We set the mood this week with that ka-BOOM of a post I know- but we’ll send you off to the weekend with some laughs, I promise. I’ll start right now by painting an image of how I usually write my blog posts: in really ugly PJ’s (that don’t match), Crest WhiteStrips, 90’s music, and now I’ve taken to wearing my “Man-Repeller” glasses (as somebody called them). They’re actually the EXACT same glasses that Dwight wears from The Office. I’m not kidding. Glamorous, huh?
I really never understood those girls that always looked cute, even at home—
Don’t you sometimes just want to walk around like all the Golden Girls threw up on you?
Ah, maybe it’ll be different if I live with someone I actually want to attract. Anyway, this post isn’t about my man-repelling ways.
It’s about my mother.
I love her, despite her overbearing, melodramatic, Persian ways.
And she loves me, despite my sarcasm, “anti-khanoom”ness, and hate for bows & ruffles.
But something weird started happening a little while ago. That love was mixed up with a lot of resentment—as in I really couldn’t stand her.
& I felt fucking guilty.
Cause here I have this Persian mom who would sacrifice anything for me (and has), and I’d rather bash my head against the wall than be around her. It was like the roles of Snow White and the Evil Mother were reversed.
There’s no question that I take her for granted, there are many people who take many valuable things for granted but I am very well aware, at this age, of the mortality of my parents and the lack of infinite time. So I couldn’t play the old teenager-with-attitude card, and keep “Whatever”-ing her until the feeling went away.
I owed her, and myself, more than that. And so the search began, for why I was rotten enough to be so mean to such a great mom.
Now let me lay this down for you, Persian-style:
My mother is more traditional than most, because “she loves and believes in tradition.” She wanted to marry young, and she liked a more conservative, family-oriented lifestyle. So she turned down going to Belgium for school, and married my dad. Before she was 21, I popped out. She raised two kids, while going to school, and slowly but surely, she worked her way to a PhD.
She was an Iranian Housewife and Straight-A student. I NEVER had a nanny or a babysitter. There was never a night my mom didn’t put a hot meal on the table, and I mean—rice, khoresht, salad, and dessert. The house was always clean, she hosted great mehmoonis.
My dad would never have it any other way. He was a bit demanding (yet loving) Persian husband, and when my Mom asked him to watch us so she could take more classes, and finish her degree earlier—he said he couldn’t. And when my dad decided to follow his dream across the country and my mom asked him not to leave—he said he couldn’t.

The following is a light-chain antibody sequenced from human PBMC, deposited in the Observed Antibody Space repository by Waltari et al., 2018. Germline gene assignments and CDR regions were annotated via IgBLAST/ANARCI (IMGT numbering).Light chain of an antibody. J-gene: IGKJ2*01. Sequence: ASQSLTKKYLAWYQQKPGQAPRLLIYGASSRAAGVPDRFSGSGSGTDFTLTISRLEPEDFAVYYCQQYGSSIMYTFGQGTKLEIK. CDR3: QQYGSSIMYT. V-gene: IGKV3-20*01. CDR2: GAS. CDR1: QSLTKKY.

Now that years have passed, the large amount of sacrificing my mom and the lack of appreciation she feels, weighs heavily on her psychological well being— in plain terms,
Along the way of being good mom and a good wife, my mom gave up her mental and emotional stability.
And I think I slightly resent my mom because I never want to be like her in that way—fragile, and unable to cope or stand up for myself – especially, to men. Recent events have made her even more vulnerable and needy (I believe codependent is the professional term)—and I really did not know how to help her.
So I told her to go to therapy, because it wasn’t my problem.
And while I’m not proud of my wording (we’ll get to my issues in a minute)- it pushed my mom to go and do something for herself.
To go and take care of her, instead of worrying about what to cook for dinner when my dad gets home, or when to pick up my brother from practice. Her world needed to revolve around her for awhile.
I, on the other hand, also judge my mom too harshly. It’s true that she doesn’t handle conflict in the best manner, but she also has incredible persistence and motivation. Why I don’t weigh the good and the bad equally is beyond me …? Her flaws seem to be a reflection on me, even though she’s her own person, and I’m my own person—I can’t seem to separate the two.
I’m afraid somehow history will repeat itself, and I will become my mother.
But is that so bad?
I mean, she has a sex blogger as a daughter, right?
The best way to solve a problem, is to first realize you’re not alone. So I googled my problem. I found Aging Mothers and their Adult Daughters: A Study in Mixed Emotions by Karen Fingerman. And guess what? I wasn’t. And the people in Fingerman’s studies weren’t crazy, or on 16&Pregnant. They were regular mother and daughters, with lots of love between them, but a lot of strange emotional complexities:
There’s trouble reconciling “intimacy and intrusion”—a.k.a when my mom asks a million questions about my life, and when I don’t answer one—“you don’t tell me anyting anymore, look at Shadi and her mom, they talk about everything.”
— uh, no they don’t?
And the relationship changes with age: when I have to start nurturing my mom and giving her attention, to make her feel loved—just as she did, most of my life. & I have a slight problem with this, because I couldn’t nurture a hamster even if I tried, let alone a person.
So there’s work on both ends, Ironically, she’s calling me as we speak—the 8th call of the day! How many times can you ask me if I ate fruit???
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